What’s more, after I came home yesterday from my long day of Pokémon hunting, I ate some dinner, relaxed for an hour, and then wanted to go back out and keep walking. It’s not the Pokémon I want, I simply wanted the movement.

That, right there, is why I fully endorse PokémonGo. It’s gotten me off my ass and hooked on the exercise.

And I feel fantastic!

Usually, after working at the farmers market on Saturdays and Sundays, involving 100 miles of driving each day, plus setting up and packing up, loading and unloading, as well as the general drain of customer service, I’m exhausted. But both days I went out and went walking around. Saturday I went to beautiful Boulivard Park and discovered that there’s free live music on Saturdays. I heard a fantastic mamba band and discovered some trails leading to the park that I didn’t know existed.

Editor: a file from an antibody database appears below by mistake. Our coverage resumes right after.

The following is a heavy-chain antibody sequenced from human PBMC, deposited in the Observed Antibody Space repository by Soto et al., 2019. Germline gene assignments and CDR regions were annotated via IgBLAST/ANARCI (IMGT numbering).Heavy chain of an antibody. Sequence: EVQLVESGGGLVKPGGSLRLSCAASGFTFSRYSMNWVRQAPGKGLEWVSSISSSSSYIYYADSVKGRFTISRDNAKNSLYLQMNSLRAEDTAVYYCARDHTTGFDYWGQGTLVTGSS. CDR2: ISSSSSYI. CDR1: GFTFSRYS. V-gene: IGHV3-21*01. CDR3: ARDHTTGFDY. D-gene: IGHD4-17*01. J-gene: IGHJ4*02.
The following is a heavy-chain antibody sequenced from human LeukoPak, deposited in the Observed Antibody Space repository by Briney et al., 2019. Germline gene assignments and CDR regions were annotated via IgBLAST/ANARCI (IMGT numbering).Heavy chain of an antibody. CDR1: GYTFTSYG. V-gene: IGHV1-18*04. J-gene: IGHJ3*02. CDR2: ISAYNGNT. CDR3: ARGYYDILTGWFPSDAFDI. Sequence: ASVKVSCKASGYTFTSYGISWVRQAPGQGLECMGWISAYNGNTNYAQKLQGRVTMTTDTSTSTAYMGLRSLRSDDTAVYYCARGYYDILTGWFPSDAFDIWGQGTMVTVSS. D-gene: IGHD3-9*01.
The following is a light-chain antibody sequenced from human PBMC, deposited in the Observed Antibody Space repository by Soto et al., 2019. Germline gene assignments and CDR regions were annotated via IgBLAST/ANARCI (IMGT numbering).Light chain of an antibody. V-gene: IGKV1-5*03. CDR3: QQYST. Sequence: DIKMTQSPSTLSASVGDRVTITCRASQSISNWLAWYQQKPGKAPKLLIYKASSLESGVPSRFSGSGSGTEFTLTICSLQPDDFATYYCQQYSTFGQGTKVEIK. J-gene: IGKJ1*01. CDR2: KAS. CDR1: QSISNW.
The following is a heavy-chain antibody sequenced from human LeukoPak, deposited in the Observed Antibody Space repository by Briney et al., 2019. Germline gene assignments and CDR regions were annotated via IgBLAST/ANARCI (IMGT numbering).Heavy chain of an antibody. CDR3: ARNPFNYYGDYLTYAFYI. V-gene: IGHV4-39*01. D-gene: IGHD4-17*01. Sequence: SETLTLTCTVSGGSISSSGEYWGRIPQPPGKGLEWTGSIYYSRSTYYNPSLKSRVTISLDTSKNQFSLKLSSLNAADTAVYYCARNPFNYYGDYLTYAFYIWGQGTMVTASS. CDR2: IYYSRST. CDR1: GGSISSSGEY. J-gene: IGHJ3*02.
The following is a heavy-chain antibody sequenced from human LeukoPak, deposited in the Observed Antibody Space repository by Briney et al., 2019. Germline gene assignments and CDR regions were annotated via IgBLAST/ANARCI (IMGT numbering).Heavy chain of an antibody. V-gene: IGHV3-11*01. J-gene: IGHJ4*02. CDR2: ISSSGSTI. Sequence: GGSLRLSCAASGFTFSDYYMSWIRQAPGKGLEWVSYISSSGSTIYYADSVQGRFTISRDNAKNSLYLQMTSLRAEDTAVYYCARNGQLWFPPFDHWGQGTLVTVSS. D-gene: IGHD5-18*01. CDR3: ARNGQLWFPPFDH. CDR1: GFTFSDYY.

Yesterday a friend of mine tried to walk from down town to this same park, using a trail I hadn’t been on in six years. We ended up taking the wrong trail which took us through the trees, and we discovered veils of vines dangling from trees in a beautiful display of intermingling life and death. We also discovered a homeless camp, which was fine. We tried not to disturb anyone there. The trail ended up dumping us out on the train tracks. I was mostly certain of where we were, but not 100%. After following the tracks, I figured it out pretty quick.

We discovered that every quarter moon, there is an Astronomy Enthusiast group which meets up and brings a giant telescope out so that people can look at the moon up close. We discovered people playing a Viking game in the park. I have been finding pieces of art that I didn’t even know existed. I have been looking at buildings differently, seeing the graffiti, and realizing that these are pieces of Bellingham that I have been neglecting over the last seven years that I’ve living here.